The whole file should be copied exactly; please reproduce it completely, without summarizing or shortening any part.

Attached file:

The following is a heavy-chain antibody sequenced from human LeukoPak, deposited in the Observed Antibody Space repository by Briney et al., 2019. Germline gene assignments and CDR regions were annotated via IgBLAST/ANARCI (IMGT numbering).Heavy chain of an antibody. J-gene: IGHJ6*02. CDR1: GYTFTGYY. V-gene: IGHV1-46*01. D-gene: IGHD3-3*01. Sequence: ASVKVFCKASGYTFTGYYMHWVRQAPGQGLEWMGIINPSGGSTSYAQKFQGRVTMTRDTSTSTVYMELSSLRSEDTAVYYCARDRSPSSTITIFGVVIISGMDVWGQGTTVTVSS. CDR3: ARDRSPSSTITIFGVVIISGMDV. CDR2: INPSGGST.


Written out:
The following is a heavy-chain antibody sequenced from human LeukoPak, deposited in the Observed Antibody Space repository by Briney et al., 2019. Germline gene assignments and CDR regions were annotated via IgBLAST/ANARCI (IMGT numbering).Heavy chain of an antibody. J-gene: IGHJ6*02. CDR1: GYTFTGYY. V-gene: IGHV1-46*01. D-gene: IGHD3-3*01. Sequence: ASVKVFCKASGYTFTGYYMHWVRQAPGQGLEWMGIINPSGGSTSYAQKFQGRVTMTRDTSTSTVYMELSSLRSEDTAVYYCARDRSPSSTITIFGVVIISGMDVWGQGTTVTVSS. CDR3: ARDRSPSSTITIFGVVIISGMDV. CDR2: INPSGGST.